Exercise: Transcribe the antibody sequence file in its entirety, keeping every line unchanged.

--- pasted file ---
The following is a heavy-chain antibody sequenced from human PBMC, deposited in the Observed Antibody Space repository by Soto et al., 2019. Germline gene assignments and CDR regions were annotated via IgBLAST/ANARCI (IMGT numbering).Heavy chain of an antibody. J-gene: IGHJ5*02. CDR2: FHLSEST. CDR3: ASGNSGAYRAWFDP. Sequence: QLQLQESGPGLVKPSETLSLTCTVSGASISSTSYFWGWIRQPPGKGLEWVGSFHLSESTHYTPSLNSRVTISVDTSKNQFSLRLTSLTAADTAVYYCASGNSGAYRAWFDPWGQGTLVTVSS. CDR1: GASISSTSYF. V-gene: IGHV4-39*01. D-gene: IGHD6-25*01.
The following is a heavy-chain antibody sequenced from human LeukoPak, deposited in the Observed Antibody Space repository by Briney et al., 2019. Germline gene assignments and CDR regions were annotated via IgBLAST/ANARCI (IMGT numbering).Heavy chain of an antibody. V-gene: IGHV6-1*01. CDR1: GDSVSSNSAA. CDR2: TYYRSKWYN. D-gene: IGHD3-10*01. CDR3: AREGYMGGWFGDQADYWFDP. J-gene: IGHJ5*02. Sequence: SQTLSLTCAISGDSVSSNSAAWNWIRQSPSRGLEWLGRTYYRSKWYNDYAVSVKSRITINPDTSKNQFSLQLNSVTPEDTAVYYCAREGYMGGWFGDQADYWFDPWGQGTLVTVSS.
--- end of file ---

The following is a heavy-chain antibody sequenced from human PBMC, deposited in the Observed Antibody Space repository by Soto et al., 2019. Germline gene assignments and CDR regions were annotated via IgBLAST/ANARCI (IMGT numbering).Heavy chain of an antibody. J-gene: IGHJ5*02. CDR2: FHLSEST. CDR3: ASGNSGAYRAWFDP. Sequence: QLQLQESGPGLVKPSETLSLTCTVSGASISSTSYFWGWIRQPPGKGLEWVGSFHLSESTHYTPSLNSRVTISVDTSKNQFSLRLTSLTAADTAVYYCASGNSGAYRAWFDPWGQGTLVTVSS. CDR1: GASISSTSYF. V-gene: IGHV4-39*01. D-gene: IGHD6-25*01.
The following is a heavy-chain antibody sequenced from human LeukoPak, deposited in the Observed Antibody Space repository by Briney et al., 2019. Germline gene assignments and CDR regions were annotated via IgBLAST/ANARCI (IMGT numbering).Heavy chain of an antibody. V-gene: IGHV6-1*01. CDR1: GDSVSSNSAA. CDR2: TYYRSKWYN. D-gene: IGHD3-10*01. CDR3: AREGYMGGWFGDQADYWFDP. J-gene: IGHJ5*02. Sequence: SQTLSLTCAISGDSVSSNSAAWNWIRQSPSRGLEWLGRTYYRSKWYNDYAVSVKSRITINPDTSKNQFSLQLNSVTPEDTAVYYCAREGYMGGWFGDQADYWFDPWGQGTLVTVSS.